Deliverable 4.3

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Report on the development of fish consumption and demand in France and Finland

Executive Summary

This document reports the analysis of demand for fish in France and Finland, with a special focus on PrimeFish species. Those two countries have relatively high levels of fish consumption by European standards, and have experienced significant growth in fish consumption over the last 40 years, although the level of consumption appears to have plateaued since the start of the century. The overview of consumption trends and structures in the two countries sheds light on important changes and differences. For instance, in the fresh fish market, salmon remains the main species in terms of consumption volumes in both countries, but its relative importance is much more pronounced in Finland, where demand for herring has collapsed over the last two decades. In France, negative press and rising prices have hindered growth in salmon consumption in recent years.

A detailed econometric analysis of demand for different types of fish products, defined in terms of both species and processing method, then uses data from large consumer panels in order to identify the economic and socio-demographic drivers of household-level fish consumption. By estimating the degree of substitution among potentially competing products, we identify empirically the main fish products competing with PrimeFish species for consumers’ euros in different fish sub-markets (fresh, smoked, canned, and frozen). The results demonstrate that, while the main competition among species often occurs within a market segment (e.g., between trout and salmon among smoked products in France), substitutions also take place much more broadly - for instance, canned tuna is an important substitute for all PrimeFish species in the French fresh fish market.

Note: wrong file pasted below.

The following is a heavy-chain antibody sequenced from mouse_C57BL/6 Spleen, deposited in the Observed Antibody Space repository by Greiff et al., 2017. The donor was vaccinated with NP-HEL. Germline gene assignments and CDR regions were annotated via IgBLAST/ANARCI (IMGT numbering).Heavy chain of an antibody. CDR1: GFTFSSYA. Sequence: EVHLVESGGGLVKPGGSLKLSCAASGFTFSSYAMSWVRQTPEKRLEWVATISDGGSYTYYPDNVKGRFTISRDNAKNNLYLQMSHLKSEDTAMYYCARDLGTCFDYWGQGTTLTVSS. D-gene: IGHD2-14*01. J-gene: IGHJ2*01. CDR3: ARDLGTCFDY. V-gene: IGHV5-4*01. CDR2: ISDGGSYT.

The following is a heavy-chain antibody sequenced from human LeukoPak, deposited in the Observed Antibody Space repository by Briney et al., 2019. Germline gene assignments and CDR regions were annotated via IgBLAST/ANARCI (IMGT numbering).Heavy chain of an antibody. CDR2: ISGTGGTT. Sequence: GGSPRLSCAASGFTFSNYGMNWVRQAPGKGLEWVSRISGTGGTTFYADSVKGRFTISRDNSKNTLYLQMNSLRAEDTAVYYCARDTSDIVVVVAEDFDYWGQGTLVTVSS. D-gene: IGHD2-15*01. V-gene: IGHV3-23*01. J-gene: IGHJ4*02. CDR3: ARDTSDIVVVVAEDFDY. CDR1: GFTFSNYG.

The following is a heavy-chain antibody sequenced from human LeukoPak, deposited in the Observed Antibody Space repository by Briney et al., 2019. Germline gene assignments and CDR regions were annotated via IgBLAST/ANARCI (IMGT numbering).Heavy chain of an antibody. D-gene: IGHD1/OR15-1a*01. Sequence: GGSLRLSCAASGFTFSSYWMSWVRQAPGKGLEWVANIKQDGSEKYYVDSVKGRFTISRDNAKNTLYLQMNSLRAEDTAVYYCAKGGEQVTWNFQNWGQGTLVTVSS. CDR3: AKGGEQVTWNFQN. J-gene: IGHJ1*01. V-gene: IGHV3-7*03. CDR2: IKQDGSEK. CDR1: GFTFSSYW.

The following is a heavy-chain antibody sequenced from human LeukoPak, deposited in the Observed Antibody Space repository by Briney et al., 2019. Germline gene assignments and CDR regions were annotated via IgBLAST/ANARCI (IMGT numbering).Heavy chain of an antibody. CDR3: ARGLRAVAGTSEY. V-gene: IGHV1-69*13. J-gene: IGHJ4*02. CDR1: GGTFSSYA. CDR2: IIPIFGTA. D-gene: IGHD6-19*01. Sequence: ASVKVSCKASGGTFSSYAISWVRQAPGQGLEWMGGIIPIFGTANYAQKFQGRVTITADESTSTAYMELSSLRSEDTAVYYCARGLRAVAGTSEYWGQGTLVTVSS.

The simulation of simple scenarios of changes in the economic environment, using the empirically estimated demand systems, then provides a quantitative summary of our analysis at the level of PrimeFish species. Thus, among PrimeFish species, growth in consumer expenditure is particularly favourable to consumption of cod and seabass in France, as well as trout in Finland. In the French fish market, salmon occupies a special place in the sense that its demand is mainly driven by its own price, but its price has a strong influence on demand for other species, including trout and herring. Cod and seabass, meanwhile, appear to form a separate market segment where little substitution with other species takes place, maybe because those fishes lie higher up on the quality ladder.

The analysis of the influence of households’ socio-demographic characteristics on fish preferences and consumption reveals a high level of heterogeneity among consumers, hence suggesting the need for segmentation of the market and targeted marketing strategies. However, few relationships between socio-demographics and consumption hold across all PrimeFish species and product groups. This is illustrated by the result that, in both countries, while consumption of fresh fish tends to increase with the age of the household head, the relationship applies to salmon but not trout. Thus, market segmentation needs to be adapted to each product defined in terms of species and processing method.

The elasticities of demand for fish reported in this report will be used further to simulate the sustainability effects of raising fish consumption as part in task 4.3.2.

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